Crisps, cheese and curaçao: how to have a fantastic election night party

Zoe Williams
Composite: Getty

It may be a bit early to bring this up, but on the other hand, it is only a week away: what are you going to eat on election night? On 1 May 1997, a journalist named Gavin Hills held an election party that became the stuff of fable.

There was a firework for every Tory, let off when they lost their seat, and the sky was ablaze. I wasn’t there, as I didn’t know him, but people talked about it so fervently afterwards that it has entered my memory as the best election night I ever had – the one I wasn’t at. Hills died in a freak drowning accident the same month, tragically young at 31, and the magic of the election party died with him. Now, instead, we have snacks.

In the 00s elections, it tended to be pretty clear who was going to win, because Labour was going to win. I remember doing a Question Time-style panel for some sixth formers in 2010, and some bright spark asked Gus O’Donnell whether the civil service was ready for a hung parliament. “Never mind a coalition, we’re not ready for a change of government,” he said.

Even though elections are inherently exciting because you get to stay up late, there was very little to get excited about, few marginals and even fewer surprises.

You can have a lot of fun with colour coding when the stakes aren’t very high. I used to make cheesecakes decorated as a bar chart of the vote share, which was a shame as people actually prefer blueberries to strawberries, and kiwi to lemon. You can do the same with tiny quiches (cheese, chorizo, spinach), so long as you pretend to think aubergines are blue, when they are actually purple, and you ignore Ukip for disambiguation, which we all did, anyway, probably for too long.

That was quite a lot of work in 2001; 2005 was entirely crisps. Cheese and onion for the Tories, salt and vinegar for the Greens, roast chicken for the Lib Dems and spicy tomato Wheat Crunchies for Labour, which are – when in the right mood – the most delicious crisp imaginable.

In 2010, the accepted wisdom was that Labour would probably scrape through again. There was just a residual sense that the country would give Gordon Brown one term of his own, because of fairness, and how long he had been waiting. Subconsciously, I must have known that wasn’t true, because my hosting strategy was to get everyone completely hammered. It had taken a decade, but having finally acknowledged that there were no blue foods apart from fruit, and that nobody wants fruit at a party, I went nuts with blue curaçao (plus vodka and lemonade to make a blue lagoon), very red negronis, greyhounds (which are yellowish) and caipirinhas. When the results started to roll in, nobody could understand them – it was like watching dogs try to do crosswords.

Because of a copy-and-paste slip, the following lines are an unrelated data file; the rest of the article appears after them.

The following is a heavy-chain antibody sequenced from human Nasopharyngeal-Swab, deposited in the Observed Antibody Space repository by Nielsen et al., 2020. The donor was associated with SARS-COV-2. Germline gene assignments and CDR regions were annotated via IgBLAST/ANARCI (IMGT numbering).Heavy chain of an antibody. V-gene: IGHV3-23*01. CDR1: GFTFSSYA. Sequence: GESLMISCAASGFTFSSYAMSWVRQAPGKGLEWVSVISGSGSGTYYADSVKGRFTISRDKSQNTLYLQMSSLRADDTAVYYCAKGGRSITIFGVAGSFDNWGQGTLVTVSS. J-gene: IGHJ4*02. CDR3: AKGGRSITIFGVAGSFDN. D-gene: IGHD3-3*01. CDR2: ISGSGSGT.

There is a salient point to make here about how often accepted wisdom is wrong; not because polling is flawed or the country has changed in invisible ways, but because of the baseline assumption that things will probably be a bit like they were last time.

So, in 2015, everyone was expecting another hung parliament, and the mood turned to ash at exactly 10pm with the exit polls. I can’t remember whether or not people immediately went home, but they definitely didn’t eat the colour-coded macarons, which was good, as they are mad expensive and I hadn’t bought enough.

I didn’t have a party for the EU referendum, because it was a stain on democracy. Nor in 2017, because, again, even though I didn’t believe the prevailing certainty of a Tory landslide, I didn’t think I had the stomach to toast it if it happened.

This year is different, because I’ve had an epiphany it would have been helpful to have in 2010: whatever the result, the day after will demand more energy and fellowship, not less.

So this year, I’m focusing on people rather than parties – which, in any case, are more fun to represent. I’ll take a bunch of marginals and make a finger food out of regionally appropriate snacks. A lot of them will be by the sea (North East Fife, Hastings and Rye, Workington), so fish finger sandwiches. All anyone eats in Richmond and Cheltenham is vol-au-vents. Brecon and Radnorshire is, of course, in Wales, which cracks open the world of the welsh rarebit. Anywhere not by the sea probably has its own cheese.

I’m not promising to enjoy it: I might just sit in and eat all this stuff on my own. But I do plan to unite the kingdom in buffet form, and if that means getting in the Staffordshire oatcakes (Newcastle-under-Lyme), that’s fine by me.